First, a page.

The fifth generation of wireless internet is finally upon us, and people have mixed feelings. On one side, there are gamers, live streamers, and businesses who can’t wait to jump on the 5G train. The other group thinks this technology has adverse health effects on people, birds, and animals. Others still have their general concerns about online safety, and hope people keep this in mind as access to the world wide web increases across the world.
Today we dive deep into 5G territory, hoping to unravel any mysteries surrounding this revolutionary tech.
Simply put, 5G is the newest generation of wireless internet technology. Its main features include low latency, support for many simultaneous connections, and crazy fast speeds.
These features are a significant upgrade from 4G, which tends to slow down as more users come online.
With 5G, I can download 8K movies in seconds, something that would take me hours with a 4G network. Live Streaming will also be considerably smoother, and gamers are open to the idea of a latency-free connection.
Generally speaking, 5G will improve everything we do on the internet.
Swarms of drones moving out for search and rescue missions, with all communicating between themselves and cell towers using 5G.
Imagine smart glasses with augmented reality that would allow a warehouse manager to keep up with inventory by monitoring what the workers are seeing.
Eventually, fridges will send data to retailers, accurately predicting what consumers might need to buy on their next trip to the grocery. The possibilities are truly endless.
5G works like any other cellular network. There is a system of connected cell sites that exchange encoded data through radio waves. Each cell system should have a connection to the internet through a wired or wireless connection.
The difference between 5G and 4G is the number of available channels. Most 4G channels are anywhere between 20MHZ and 140MHZ, while 5G channels range between 100MHZ and 800MHZ at a time. That translates to a broader highway that allows more high-speed connections simultaneously.
This technology takes advantage of the higher, short-distance wave frequencies that were previously sitting idle. The lower frequencies host 4G networks, satellite farms, military channels, and TV stations. Overlapping is strictly forbidden.
No co-operation or individual owns 5G, but companies are making the required hardware. These businesses manufacture the transmitters and receivers used in 5G cell towers around the world.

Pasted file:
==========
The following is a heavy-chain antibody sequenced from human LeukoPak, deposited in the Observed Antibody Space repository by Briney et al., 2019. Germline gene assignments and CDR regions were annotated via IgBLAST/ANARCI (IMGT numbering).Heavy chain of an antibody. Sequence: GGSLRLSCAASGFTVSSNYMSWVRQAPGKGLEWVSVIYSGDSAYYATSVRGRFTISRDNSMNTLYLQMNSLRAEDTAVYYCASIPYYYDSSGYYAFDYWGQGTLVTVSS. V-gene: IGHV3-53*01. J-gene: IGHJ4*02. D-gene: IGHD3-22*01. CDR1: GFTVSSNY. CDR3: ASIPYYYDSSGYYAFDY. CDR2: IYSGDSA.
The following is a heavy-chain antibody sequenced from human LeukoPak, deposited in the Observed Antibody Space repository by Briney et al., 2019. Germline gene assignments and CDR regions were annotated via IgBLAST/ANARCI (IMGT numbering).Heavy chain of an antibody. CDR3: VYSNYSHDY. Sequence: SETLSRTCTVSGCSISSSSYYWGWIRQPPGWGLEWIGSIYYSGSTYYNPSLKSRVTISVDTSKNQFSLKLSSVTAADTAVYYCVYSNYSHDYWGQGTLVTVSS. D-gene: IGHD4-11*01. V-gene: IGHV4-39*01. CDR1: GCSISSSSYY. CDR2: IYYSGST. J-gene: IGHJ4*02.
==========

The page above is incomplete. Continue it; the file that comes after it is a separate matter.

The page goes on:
The Chinese company Huawei has the most extensive 5G portfolio, and QUALCOMM comes in at a close second. However, these statistics account for only the declared technologies. There might be more hidden patents waiting for the right time to surface.
I still think it is too early to determine the big boys of 5G. That info will come to light when the tech replaces 4G to become the leading wireless internet technology. Until then, it will remain to be a speculation game.
That largely depends on location. Qualcomm promised us they would upgrade their networks to 5G in 2020, and it looks like they are still working on the project. Other service providers are also looking to join the 5G bandwagon, with some of them deploying the new tech in selected cities around the country.
But there is a catch:
AT&T has already rolled out 5G in my city, but I can’t use it. I need a 5G ready device to unlock the lightning-fast speeds, and those are not cheap right now. Still, I’m enjoying slightly faster 4G speeds with my current connection.
US cities have already started rolling out smart city features designed to save resources and make work easier. For example, San Diego is rocking an intelligent lighting system that dims when nobody is around. This feature alone saved the city $2B in electricity costs last year.
Driverless cars are also inching their way into US roads, with Tesla leading the way. This technology requires automated car communication to avoid collision and congestion. That cannot happen unless there is a reliable wireless connection that can support thousands of high-speed simultaneous transmissions.
I particularly like the idea of wearable technology that can read and transmit medical data to a doctor. That allows medical practitioners to make a timely diagnosis and avoid preventable tragedies.